The shinai is known as one of the classic weapons that are utilized for practice and kendo competitions to represent the nihonto. It is basically a bamboo sword that is also utilized in other forms of martial arts, but may be fashioned differently from how the kendo shinai appears; it may also be represented with varying characters.


Construction of the Shinai Sword

Generally, the style and size of the shinai vary depending on who wields this; an example would be for an adult who may utilize a bamboo sword that may be too hefty for a smaller and younger person. This is the reason why various shinai are created in different characteristics and sizes so that anyone who wishes to practice kendo will be able to do so. However, one should not confuse the shinai with the bokuto –a weapon that has a similar length and shape with the Japanese nihonto, and is also made out of a single wooden piece; although there are some differences, both the bokuto and the shinai can be utilized in kendo. The shinai’s slates are commonly made out of dry bamboo and some of these may also be smoke-treated or soaked in resin. The slats are made out of reinforced resin, carbon fiber, or other possible alternative materials.

The shinai sword is usually made up of four takes (slats) that are all linked by leather fittings namely the tsuka-gawa, naka yui, tsuka, and the saki gawa – all that connects the slats which are tightly secured with a tsuru or string; the nakayu functions by holding these slats together while simultaneously marking the right kendo striking spots of the datotsu bu or shinai. Inserted right between the slats’ ends and beneath the saki gawa is the saki gomu (plastic plug) while the little metallic chigri is found underneath the tsuka gawa; these are necessary for keeping all the slats in the right place. Additionally, a tsuba is equipped on the tsuka gawa and the bamboo slats appear.

Shinai Sword

Shinai Length and Weight

The shinai sword that is utilized in kendo varies in weight and length, depending on the person using this; but since this is the case, a lot of people actually wonder how to properly choose a shinai that is adequate for them. Unfortunately, a practitioner cannot just choose any bamboo sword that they prefer since the weight and length of the weapons are all regulated by the International Kendo Federation or the All Japan Kendo Federation. Generally, selecting the appropriate shinai for kendo practice will be based on the practitioner’s age and not by the weapon’s physical features.

Listed below are the different meanings of each word present in Ki Ken Tai Icchi – a term that kendo practitioners cannot live without.

  • Ki – usually refers to the shout of a practitioner
  • Ken – the practitioner’s sword which includes the bokuto, shinai, the shinken, and more.
  • Tai – the body
  • Icchi – proper synchronization

Experienced kendo practitioners can readily adjust the length of their shinai;  It is strictly forbidden to put more weight in the shinai since it may seriously injure other kendo practitioners during training.

History of the Shinai Sword

The utilization of bamboo weapons for training was because of Nobutsuna Kamiizumi of the Shinkage Ryu while the contemporary shinai – which is basically a bamboo sword – was because of Nakanishi Chuzo of the Nakanishi Ha Itto Ryu. The bamboo sword was created to decrease the number of kendo practitioners from acquiring serious injuries during training, so he came up with a practice weapon that was not as dangerous and damaging as the bokuto – harder and more solid wooden blades that were previously utilized for practice. This has also been the inspiration behind the improvement of the bogu which is known as the armor safeguarding the kendoka.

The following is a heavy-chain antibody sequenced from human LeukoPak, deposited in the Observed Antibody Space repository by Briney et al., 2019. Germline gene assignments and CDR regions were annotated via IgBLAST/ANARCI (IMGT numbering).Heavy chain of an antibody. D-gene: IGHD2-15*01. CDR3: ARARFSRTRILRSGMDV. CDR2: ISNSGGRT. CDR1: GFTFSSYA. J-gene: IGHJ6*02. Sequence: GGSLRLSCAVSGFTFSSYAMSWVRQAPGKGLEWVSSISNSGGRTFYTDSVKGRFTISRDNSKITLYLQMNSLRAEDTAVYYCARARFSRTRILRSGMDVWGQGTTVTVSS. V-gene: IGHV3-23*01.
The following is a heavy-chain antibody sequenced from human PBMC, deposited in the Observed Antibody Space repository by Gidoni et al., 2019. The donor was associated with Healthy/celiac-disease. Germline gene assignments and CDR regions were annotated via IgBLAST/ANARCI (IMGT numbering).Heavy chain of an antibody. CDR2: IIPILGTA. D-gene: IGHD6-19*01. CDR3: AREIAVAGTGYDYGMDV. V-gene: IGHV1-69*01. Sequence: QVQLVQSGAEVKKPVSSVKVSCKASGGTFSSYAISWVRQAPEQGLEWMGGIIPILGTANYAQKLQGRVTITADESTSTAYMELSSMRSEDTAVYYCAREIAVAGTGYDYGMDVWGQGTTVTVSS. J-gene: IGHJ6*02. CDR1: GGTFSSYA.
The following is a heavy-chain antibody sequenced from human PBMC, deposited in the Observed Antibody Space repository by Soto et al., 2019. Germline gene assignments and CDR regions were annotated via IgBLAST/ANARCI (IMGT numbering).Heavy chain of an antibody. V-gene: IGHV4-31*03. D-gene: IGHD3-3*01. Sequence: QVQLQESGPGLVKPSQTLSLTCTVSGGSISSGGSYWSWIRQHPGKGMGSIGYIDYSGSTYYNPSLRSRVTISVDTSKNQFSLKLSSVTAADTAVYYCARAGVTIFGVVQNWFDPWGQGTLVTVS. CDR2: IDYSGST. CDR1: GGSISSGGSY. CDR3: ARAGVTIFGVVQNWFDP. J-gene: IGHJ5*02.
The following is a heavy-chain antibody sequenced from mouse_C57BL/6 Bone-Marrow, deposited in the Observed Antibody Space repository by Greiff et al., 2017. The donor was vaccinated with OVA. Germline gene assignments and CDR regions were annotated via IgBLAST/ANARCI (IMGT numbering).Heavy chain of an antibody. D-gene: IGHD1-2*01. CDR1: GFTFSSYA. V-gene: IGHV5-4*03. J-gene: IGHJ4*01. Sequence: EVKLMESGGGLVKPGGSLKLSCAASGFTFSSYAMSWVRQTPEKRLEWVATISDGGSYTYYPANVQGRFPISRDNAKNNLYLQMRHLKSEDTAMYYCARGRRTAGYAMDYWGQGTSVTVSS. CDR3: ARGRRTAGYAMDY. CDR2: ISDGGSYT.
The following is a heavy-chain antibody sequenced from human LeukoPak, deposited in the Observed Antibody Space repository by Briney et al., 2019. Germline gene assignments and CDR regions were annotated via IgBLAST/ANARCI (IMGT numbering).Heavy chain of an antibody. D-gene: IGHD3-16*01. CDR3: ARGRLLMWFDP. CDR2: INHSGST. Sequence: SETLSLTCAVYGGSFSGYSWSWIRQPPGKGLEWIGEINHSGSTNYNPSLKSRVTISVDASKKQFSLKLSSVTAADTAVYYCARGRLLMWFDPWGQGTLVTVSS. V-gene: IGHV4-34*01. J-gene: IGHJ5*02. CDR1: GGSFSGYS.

Proper Maintenance

Before and after training, the Kendoka should always check their shinai; the practice of kendo is generally safe, but if the sword is broken, it can become a very deadly type of martial art. In the past, there have been numerous recorded incidents wherein practitioners acquired injuries due to the broken shinai; this is the reason why such weapons need to be thoroughly checked for breaks and splinters before and after use. Remember that the weapon should be properly maintained and the process of preserving this should be based on the rules of the dojo, the sensei, or based on one’s personal style. To accurately inspect the shinai, one should first check out the area along the datotsu bu, checking all of the weapon’s sides for any splinters. Next thing to check is the saki gawa since this should always be unscathed while the tsuru should be tightly fit; this is to avoid the saki gawa from slipping off the weapon’s ends when utilized for practice. Additionally, the nakayui should also be kept tight to avoid this from rotating easily.

After checking the weapon, one should properly maintain this to keep its usefulness and longevity. A lot of individuals believe that sanding and oiling this piece every time before usage will keep its longevity; however, not everyone agrees to this and considers otherwise when it comes to properly caring for the weapon. There are some kendo instructors who require the kashira’s tsuka settled on the floor and the kissaki should be leaning perfectly against the wall. In kendo, the shinai sword is considered as the alternative for a real Japanese sword so everyone who practices the martial art should treat this as if it were the real weapon; when it is set on the floor, someone stepping over it would be considered as having very poor manners.

Shinai for Sale

For anyone planning to practice the art of kendo, purchasing a shinai sword is available in numerous online weapon shops. However, before even finalizing the purchase, make sure that the shop or seller is legitimate and that they offer weapons that are finely-made from high-quality materials that will surely keep the weapon strong, effective, and durable for a long period of time.